The Rho/ROCK signaling pathway is known to play a critical role in the assembly of actin stress fibers in response to applied mechanical forces (Aikawa et al., 1999; Putnam et al., 2003). Moreover, the small GTPase Rho is a key regulator of intracellular contractility allowing cells to sense matrix stiffness and respond to mechanical cues (Wozniak et al., 2003). Taking this in consideration, the Rho/ROCK signaling pathway was explored as a possible mediator of astrocytic activation.
Data from qPCR and western blot have shown that RhoA and RhoC differently regulate Gfap expression, with RhoA knockdown decreasing Gfap expression while RhoC knockdown up-regulates it (Image 4, Figure 6). As such, RhoA is here promoting Gfap expression while RhoC is blocking it. Western blot data suggests that c-SRC regulation is closely correlated with RHOA (Figure 6). FRET analysis showed that c-SRC is positively regulating RHOA activation levels, as chemical inhibition of SRC with SKI-1 in astrocytes induced a decrease in RHOA activity. Furthermore, these results show that in astrocytes c-SRC is responsible for part of the SFK activity.
RHOA has previously been shown to play a role in focal adhesion formation in astrocytes (Matthews et al., 2006; Khatiwala et al., 2009), and inhibition of the Rho/ROCK signaling pathway was shown to increase astrocyte reactivity (Chan et al., 2007; Lau et al., 2011); nonetheless, so far to the best of our knowledge no one has shown the individual influence of RHOA and RHOC on GFAP expression in astrocytes. This makes RHOA an interesting therapeutic target for astrogliosis treatment.
To further assess the role of Rho/ROCK signaling in the 3D culture model, astrocytes were cultured in the presence of two drugs known to affect RhoA: ibuprofen and chABC. Non-steroidal anti-inflammatory drug Ibuprofen was previously shown to effectively block RhoA (Wang et al., 2009; Dill et al., 2010), and the latter is known to mediate the inhibition of axonal regeneration by myelin and CSPGs (Yiu and He, 2006; Walker et al., 2013). Although, RhoA has been mostly studied in neurons, our data suggests that it can be a pivotal modulator of astrocyte behavior. Astrocyte reactivity appeared to be achieved through increased RhoA levels and not RhoC's reduction. Moreover, analysis of gene expression levels revealed that treatment with Ibuprofen or chABC had an impact on RhoA levels as those of treated cells were significantly lower than those of reactive astrocytes. Moreover, Gfap levels were also significantly reduced to levels comparable to the control (Figure 6J). Although, ibuprofen and chABC are known to target different molecules they both inhibited RhoA. Ibuprofen is known to directly inactivate RhoA while chABC is known to degrade the ECM. These results reinforce the idea that ECM remodeling is a cause of astrocyte reactivity and, as such, when ECM is degraded by chABC astrocyte phenotype is recovered. As such, RhoA inhibition on reactive astrocytes, either through chABC or ibuprofen treatment, generated an environment permissive to neurite outgrowth.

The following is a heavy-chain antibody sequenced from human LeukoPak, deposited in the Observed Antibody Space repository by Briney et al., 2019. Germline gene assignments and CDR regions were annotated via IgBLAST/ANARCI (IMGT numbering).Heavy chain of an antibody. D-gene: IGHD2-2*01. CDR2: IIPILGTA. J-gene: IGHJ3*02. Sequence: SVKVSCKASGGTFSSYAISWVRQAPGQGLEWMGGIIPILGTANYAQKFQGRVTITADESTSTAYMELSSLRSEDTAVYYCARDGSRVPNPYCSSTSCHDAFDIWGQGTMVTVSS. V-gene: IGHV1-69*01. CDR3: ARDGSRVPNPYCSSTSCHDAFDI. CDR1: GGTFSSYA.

Overall, this work established the potential of a glial scar like hydrogel based 3D model. Cells in this culture model behaved similarly to scar astrocytes, showing changes in gene expression and increased ECM production leading to neuronal outgrowth inhibition. Moreover, exploring the mechanisms regulating astrogliosis showed a pivotal role of RhoA in astrocyte reactivity. As such, RhoA is here seen as a therapeutical target while Ibuprofen and chABC are explored as possible approaches to diminish astrogliosis.
This simple, controlled and reproducible 3D culture system constitutes a good scar-like system and offers great potential in future neurodegenerative mechanism studies, as well as in drug screenings envisaging the development of new therapeutic approaches.
Conflict of Interest Statement
The authors declare that the research was conducted in the absence of any commercial or financial relationships that could be construed as a potential conflict of interest.
This work had the financial support of the Portuguese Fundação para a Ciência e Tecnologia (FCT) / Ministério da Educação e Ciência (MEC) through National Funds and, when applicable, co-financed by the FEDER via the PT2020 Partnership Agreement under the 4293 Unit I&D. DR acknowledges FCT for her PhD scholarship /SFRH/BD/64079/2009). Authors thank Dr. Michiyuki Matsuda (Kyoto University, Japan) for the RhoA FRET probe with enhanced sensitivity and Dr. Yingxiao Wang (University of California, USA) for the Src FRET probe.